Michael Fryer is a water, sanitation, and hygiene program coordinator for Samaritan’s Purse in the Philippines
Saturday, December 6: Preparing for the Worst; Praying for the Best
By the time you read this post, Typhoon Hagupit will probably have dissipated, or at least have passed over, but right now I’m holed up in our hotel in downtown Tacloban City waiting for the storm to hit. The outer edges of the typhoon are lashing against the windows now, but so far it’s only a bit more intense than a winter storm in my hometown in British Columbia.
The last few days have been an extreme change of pace from my usual activities. I’m a water, sanitation, and hygiene program coordinator for Samaritan’s Purse in the Philippines. On Wednesday this past week, I was working on developing a program that would provide clean water and proper toilets to schools affected by Typhoon Haiyan.
On Thursday, we learned that Typhoon Hagupit would probably hit the Philippines, and we quickly had to prepare ourselves and our base to weather the storm and be ready to help the thousands of people who could potentially lose their crops, their homes, and their loved ones.
We immediately sprang into action and began buying supplies for emergency hygiene kits. The kits have soap, shampoo, toothbrushes, toothpaste, a jerry can, and water purification tablets. We also prepared seven emergency water systems that can filter and purify water for entire communities or evacuation centers.
Friday was a lot calmer; most of our staff members took the day off to prepare their homes and families. Several of them were forced to move to evacuation centers. The staff members who worked packed the hygiene kits we bought yesterday and secured our equipment and vehicles.
At the last minute, we were asked to move a 15-ton desalinator that has provided water for one of the major Tacloban hospitals since Typhoon Haiyan. They were afraid that it would be destroyed in a storm surge. One of our local staff members found a crane operator who was willing to do the job, and we moved it to safety.
Today (Saturday) is the day before the storm. We have stayed at the hotel where we live to prepare ourselves for its arrival. Samaritan’s Purse is bringing in a Disaster Assistance Response Team, and we have been busy speculating where the worst of the storm will hit. For me, it has been actually a pretty calm day. We are safe, we have supplies, and we basically just have to wait out the storm and respond as best we can.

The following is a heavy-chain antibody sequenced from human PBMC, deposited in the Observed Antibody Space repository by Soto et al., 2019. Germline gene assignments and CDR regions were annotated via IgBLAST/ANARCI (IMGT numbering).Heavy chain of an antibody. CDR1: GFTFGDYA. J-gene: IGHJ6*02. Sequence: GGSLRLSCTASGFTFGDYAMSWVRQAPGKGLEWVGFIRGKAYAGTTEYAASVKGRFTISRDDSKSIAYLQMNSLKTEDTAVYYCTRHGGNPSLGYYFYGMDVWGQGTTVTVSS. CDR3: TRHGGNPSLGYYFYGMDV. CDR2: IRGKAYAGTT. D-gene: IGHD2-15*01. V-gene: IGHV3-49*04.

Waiting for the typhoon has been a very surreal experience. I’m comfortable in a secure building with an organization that is built to thrive in disasters, but around me there are millions of people who are fearful that they will lose everything. The concern I have seen in our own national staff members reminds me of how destructive this can truly be. It’s a good reminder of how precarious the situation is for many people. Tonight, I will be praying for them. Tomorrow, I will do the best I can to help.
Sunday, December 7: Update on the Storm
Typhoon Hagupit reached its peak around midnight on December 7. Water leaked into our hotel and started running down the main stairwell. The wind outside was an incredible sight as tons of rain lashed through the streets. I managed to get several hours of sleep. The hotel staff members did a fantastic job of mitigating the flooding and even were able to serve us breakfast in the morning.
Once the wind died down to safe enough levels, we went out to quickly assess the main transportation routes and check on our warehouse. Debris littered the streets, but there was nothing large enough to block traffic. Our warehouse roof was ripped open, and we sustained some water damage. Some supplies that are vulnerable to water, such as our Bibles, were damaged, but our main equipment was fine.
I left the warehouse work to other people and quickly started doing assessments. There was some serious damage and a lot of temporary evacuations, but it was much less than the damage of Haiyan last year.
My main concern quickly became the hospital whose desalinator we had removed. I went to the hospital, and it was desperately short of water. It had some for essential operations in tanks, but its city connection was not providing anything. The staff members desperately needed the desalinator to resume operations.
The chief medical officer was tired and stressed, but I sat down and prayed with her and told her I would do my best to get the water system up and running. My team called the crane operator and told him we needed his services immediately. He finally rounded up enough of his crew, and by about 9 p.m. we had returned the desalinator.
I may be leaving for Samar at 5 a.m. tomorrow to assess the worst hit areas of the storm. You can keep up with the work we’re doing to help victims of Typhoon Hagupit here.